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Understanding the Different Types of APRs

Understanding the Different Types of APRs

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This article was last updated Dec 12, 2018. Terms and conditions may have changed. For the most accurate information, please consult the issuer website.

It’s no surprise credit cards have numerous fees, but did you know there are also multiple interest rates?

The annual percentage rate (APR) is the interest rate charged by banks on credit cards. When you use a credit card, actions you take are subject to up to five different APRs. You may incur one, all, or none of these APRs, depending on the whether you pay the entire balance during the grace period, make a new purchase, transfer a balance, miss a payment or use your card for a cash advance.

While all these APRs may sound confusing, once you understand which APR applies to the various actions you take, it is relatively simple.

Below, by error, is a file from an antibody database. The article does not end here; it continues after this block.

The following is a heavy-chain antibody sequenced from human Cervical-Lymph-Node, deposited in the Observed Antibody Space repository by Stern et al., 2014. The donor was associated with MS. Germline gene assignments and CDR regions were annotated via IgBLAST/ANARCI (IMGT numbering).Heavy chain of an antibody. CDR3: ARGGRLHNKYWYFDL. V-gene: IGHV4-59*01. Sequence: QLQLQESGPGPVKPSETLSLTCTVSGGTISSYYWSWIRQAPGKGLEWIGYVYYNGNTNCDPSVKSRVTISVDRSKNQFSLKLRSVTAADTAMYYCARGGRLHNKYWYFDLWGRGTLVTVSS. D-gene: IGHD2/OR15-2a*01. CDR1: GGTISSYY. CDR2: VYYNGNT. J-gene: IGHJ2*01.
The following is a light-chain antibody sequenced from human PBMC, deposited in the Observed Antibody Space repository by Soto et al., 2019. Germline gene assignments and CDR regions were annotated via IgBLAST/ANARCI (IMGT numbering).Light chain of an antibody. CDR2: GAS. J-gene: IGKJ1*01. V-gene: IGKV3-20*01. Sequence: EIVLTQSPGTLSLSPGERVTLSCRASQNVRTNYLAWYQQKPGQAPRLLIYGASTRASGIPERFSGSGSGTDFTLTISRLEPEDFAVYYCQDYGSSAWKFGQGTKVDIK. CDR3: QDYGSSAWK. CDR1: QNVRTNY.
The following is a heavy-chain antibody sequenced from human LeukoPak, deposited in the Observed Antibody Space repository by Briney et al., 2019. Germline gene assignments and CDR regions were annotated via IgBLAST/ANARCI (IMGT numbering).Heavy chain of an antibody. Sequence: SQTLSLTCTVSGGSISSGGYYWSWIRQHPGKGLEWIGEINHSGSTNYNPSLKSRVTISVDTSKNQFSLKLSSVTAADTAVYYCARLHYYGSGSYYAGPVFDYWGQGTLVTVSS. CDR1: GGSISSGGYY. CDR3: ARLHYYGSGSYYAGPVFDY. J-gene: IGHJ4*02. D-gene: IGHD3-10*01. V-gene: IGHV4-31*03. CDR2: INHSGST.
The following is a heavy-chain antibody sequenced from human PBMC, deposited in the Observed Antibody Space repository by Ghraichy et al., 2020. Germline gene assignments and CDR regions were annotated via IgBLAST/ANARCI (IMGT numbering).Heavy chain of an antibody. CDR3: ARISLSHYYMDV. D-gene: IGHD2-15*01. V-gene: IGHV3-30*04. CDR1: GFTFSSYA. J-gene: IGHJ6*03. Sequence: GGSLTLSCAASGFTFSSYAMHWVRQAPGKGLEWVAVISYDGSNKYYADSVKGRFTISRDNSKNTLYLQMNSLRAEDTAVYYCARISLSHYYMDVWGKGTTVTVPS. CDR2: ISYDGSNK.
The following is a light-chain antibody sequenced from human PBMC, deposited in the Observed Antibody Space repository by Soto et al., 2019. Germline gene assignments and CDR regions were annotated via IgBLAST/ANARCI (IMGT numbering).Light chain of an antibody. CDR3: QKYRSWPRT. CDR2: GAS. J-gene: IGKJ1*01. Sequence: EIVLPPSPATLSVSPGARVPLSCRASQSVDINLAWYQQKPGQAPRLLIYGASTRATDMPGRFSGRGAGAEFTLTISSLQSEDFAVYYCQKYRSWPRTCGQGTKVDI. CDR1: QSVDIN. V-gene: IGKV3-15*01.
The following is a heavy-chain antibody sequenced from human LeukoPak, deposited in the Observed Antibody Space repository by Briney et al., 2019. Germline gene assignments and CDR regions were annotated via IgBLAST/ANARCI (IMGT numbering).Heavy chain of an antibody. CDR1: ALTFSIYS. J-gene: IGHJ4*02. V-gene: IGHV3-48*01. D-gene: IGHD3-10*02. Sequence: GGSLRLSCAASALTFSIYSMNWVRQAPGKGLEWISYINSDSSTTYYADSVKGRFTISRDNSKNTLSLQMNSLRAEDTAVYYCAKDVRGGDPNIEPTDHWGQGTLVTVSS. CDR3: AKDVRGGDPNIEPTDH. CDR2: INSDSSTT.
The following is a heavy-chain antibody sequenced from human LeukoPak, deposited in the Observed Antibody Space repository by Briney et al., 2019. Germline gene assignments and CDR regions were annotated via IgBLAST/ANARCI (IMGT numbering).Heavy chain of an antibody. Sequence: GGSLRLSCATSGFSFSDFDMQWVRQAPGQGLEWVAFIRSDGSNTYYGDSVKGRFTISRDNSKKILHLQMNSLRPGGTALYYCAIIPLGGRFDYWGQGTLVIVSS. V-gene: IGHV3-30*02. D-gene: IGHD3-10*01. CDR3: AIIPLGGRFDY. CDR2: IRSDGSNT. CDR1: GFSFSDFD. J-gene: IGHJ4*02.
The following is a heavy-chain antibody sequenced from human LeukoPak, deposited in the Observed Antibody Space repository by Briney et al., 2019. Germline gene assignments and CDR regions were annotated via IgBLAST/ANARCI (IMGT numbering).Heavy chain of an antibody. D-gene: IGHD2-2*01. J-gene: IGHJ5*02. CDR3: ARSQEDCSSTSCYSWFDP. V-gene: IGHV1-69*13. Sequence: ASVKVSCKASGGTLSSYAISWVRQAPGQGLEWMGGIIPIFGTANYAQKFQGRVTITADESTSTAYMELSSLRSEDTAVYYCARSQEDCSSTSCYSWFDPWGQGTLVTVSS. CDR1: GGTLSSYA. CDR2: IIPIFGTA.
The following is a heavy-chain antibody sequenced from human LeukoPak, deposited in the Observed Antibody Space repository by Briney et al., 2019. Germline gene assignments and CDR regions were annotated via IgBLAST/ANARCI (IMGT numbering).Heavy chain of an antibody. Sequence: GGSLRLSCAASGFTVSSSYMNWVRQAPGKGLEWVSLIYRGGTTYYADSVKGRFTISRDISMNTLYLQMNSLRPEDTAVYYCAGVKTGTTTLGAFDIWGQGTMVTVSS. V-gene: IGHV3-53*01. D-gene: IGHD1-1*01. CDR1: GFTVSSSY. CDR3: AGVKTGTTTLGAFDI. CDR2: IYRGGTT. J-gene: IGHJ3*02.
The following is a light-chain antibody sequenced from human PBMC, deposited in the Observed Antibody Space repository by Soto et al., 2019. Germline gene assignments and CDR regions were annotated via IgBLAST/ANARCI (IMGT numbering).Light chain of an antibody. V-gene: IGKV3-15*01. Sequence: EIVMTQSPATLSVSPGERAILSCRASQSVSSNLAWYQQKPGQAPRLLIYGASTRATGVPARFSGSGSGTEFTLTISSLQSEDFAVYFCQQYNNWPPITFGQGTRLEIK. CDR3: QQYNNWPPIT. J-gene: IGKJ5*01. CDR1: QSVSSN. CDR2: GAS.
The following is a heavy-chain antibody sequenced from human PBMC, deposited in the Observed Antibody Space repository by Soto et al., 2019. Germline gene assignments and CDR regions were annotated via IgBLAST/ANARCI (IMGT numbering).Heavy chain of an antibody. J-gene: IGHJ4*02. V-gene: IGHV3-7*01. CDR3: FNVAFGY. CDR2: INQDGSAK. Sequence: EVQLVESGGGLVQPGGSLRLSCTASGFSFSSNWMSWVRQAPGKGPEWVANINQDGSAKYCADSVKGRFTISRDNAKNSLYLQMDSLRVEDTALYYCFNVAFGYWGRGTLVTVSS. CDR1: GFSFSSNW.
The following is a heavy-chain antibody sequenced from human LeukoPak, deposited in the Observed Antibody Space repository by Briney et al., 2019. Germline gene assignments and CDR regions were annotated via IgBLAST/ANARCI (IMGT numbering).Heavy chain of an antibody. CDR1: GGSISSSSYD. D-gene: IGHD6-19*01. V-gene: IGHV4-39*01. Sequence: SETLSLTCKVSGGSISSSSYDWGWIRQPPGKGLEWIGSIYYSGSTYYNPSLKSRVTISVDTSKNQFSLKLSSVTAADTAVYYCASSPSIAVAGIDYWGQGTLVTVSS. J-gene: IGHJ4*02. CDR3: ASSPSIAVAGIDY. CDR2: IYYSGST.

For example, let’s say you apply for a new card offering an introductory 0% APR for a specified period of time. If you rack up a lot of charges on the card, but don’t pay it off in full before the intro period ends, interest charges will begin to accrue on your balance, making it all the more difficult to pay off. Currently, the average APR for new cards is 16.91%, according to a recent CompareCards survey — and if you weren’t paying attention to the terms of your new credit card, this may come as an unwelcome surprise. That’s why it’s important to understand all the types of APRs your card issuer can charge you.

Here we’ll review the different types of APRs, where you can find your credit card’s APR, and how you can avoid paying any interest altogether.

The different types of APRs

There are five different types of APRs you may incur when using a credit card: purchase APR, balance transfer APR, introductory APR, cash advance APR, and penalty APR. Depending on the actions you take with your credit card, these interest rates may inflate your balance a lot or a little, depending on exactly how you used your card and how quickly you pay off your balance. When you understand when the following APRs can come into effect, you can potentially avoid all interest charges.